C.G. Jung was a prominent figure in the newly emerging study of the psychology of the unconscious at the beginning of the 20th century. His influence in this realm reaches far beyond his contemporaries in the field (Freud and others), though this often goes unrecognized. He was an empiricist and a dreamer, a historian and a visionary, an intellectual giant and simultaneously an enduring apprentice of the psyche.
Early in his life, Jung understood that his nature was deeply divided. This division was the cause of both his severest suffering and also his deepest joy. His divided state cleared a path for him, long and arduous, but full of the numinosum. His psychology is dialogic. His journey is a journey into wholeness. Along his path, he discovered a way to create a space within which consciousness and the unconscious could approach one another more readily and with less hostility, and he suggested a manner in which the union of these, and of all pairs of opposites, might be contained, leading to a more creative, cohesive, and meaningful life.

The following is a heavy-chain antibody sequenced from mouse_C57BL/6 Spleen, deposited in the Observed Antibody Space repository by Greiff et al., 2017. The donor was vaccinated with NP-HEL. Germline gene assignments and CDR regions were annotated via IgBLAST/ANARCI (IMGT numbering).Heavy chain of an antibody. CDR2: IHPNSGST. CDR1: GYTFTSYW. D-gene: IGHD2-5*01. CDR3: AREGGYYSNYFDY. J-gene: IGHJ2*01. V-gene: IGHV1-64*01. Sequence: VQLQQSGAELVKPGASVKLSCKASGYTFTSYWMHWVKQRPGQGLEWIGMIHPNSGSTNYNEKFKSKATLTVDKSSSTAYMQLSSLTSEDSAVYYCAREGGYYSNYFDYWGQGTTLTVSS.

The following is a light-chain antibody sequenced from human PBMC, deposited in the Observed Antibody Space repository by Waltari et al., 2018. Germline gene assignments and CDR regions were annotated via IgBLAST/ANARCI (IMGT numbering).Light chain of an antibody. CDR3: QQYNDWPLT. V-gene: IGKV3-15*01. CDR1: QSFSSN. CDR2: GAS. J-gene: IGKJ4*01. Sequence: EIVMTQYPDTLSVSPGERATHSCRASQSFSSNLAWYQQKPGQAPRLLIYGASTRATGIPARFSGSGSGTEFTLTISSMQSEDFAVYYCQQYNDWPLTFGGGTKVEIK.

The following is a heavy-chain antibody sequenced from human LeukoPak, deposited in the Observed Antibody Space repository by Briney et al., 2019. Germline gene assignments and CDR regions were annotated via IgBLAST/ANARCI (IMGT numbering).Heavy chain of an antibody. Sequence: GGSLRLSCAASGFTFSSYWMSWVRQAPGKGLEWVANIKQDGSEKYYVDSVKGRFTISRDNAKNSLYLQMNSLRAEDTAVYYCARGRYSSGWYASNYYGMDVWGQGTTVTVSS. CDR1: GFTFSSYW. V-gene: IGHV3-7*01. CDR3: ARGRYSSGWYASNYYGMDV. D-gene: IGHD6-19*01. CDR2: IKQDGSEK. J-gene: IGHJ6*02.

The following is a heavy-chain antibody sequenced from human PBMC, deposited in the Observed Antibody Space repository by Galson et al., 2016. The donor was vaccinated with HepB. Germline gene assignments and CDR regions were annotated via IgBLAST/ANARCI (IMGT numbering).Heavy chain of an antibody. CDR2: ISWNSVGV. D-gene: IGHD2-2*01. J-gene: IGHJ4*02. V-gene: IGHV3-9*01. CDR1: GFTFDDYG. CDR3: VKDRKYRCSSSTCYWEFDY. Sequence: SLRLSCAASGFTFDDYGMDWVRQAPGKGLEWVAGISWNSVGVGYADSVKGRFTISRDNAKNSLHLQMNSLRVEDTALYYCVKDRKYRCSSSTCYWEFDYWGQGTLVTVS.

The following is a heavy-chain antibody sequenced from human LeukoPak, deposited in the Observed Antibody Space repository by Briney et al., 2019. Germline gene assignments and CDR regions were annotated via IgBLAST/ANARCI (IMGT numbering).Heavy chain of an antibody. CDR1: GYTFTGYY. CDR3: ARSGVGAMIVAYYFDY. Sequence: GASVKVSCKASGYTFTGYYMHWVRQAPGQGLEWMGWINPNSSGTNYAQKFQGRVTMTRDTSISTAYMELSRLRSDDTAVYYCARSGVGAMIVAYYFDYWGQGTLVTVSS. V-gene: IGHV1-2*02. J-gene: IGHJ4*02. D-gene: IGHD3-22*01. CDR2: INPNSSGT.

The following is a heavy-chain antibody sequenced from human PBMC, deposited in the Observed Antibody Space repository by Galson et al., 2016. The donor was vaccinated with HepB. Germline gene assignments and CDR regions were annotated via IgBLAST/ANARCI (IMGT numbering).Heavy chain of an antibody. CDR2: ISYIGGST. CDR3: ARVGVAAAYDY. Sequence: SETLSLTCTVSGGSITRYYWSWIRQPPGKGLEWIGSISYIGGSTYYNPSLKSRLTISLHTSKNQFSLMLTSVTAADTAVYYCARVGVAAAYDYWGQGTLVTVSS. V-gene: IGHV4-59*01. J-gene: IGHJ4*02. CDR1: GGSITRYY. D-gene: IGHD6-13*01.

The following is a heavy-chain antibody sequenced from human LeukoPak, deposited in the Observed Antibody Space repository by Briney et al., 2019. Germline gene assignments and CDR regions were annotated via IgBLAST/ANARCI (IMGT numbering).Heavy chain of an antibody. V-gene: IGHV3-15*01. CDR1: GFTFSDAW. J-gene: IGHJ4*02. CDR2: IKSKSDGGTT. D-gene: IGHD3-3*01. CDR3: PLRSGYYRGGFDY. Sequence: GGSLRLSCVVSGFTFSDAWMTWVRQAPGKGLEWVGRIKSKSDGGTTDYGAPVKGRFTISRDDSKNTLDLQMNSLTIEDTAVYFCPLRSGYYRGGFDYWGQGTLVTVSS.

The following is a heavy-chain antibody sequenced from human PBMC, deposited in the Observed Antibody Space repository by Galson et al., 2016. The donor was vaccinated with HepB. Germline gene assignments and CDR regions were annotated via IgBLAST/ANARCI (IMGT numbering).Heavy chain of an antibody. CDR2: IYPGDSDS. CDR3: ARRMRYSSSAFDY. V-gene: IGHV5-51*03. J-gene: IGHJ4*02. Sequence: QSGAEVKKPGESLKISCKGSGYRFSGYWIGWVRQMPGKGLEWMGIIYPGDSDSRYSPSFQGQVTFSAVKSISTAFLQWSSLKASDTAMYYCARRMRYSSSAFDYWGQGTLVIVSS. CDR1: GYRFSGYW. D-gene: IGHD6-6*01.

This he named individuation.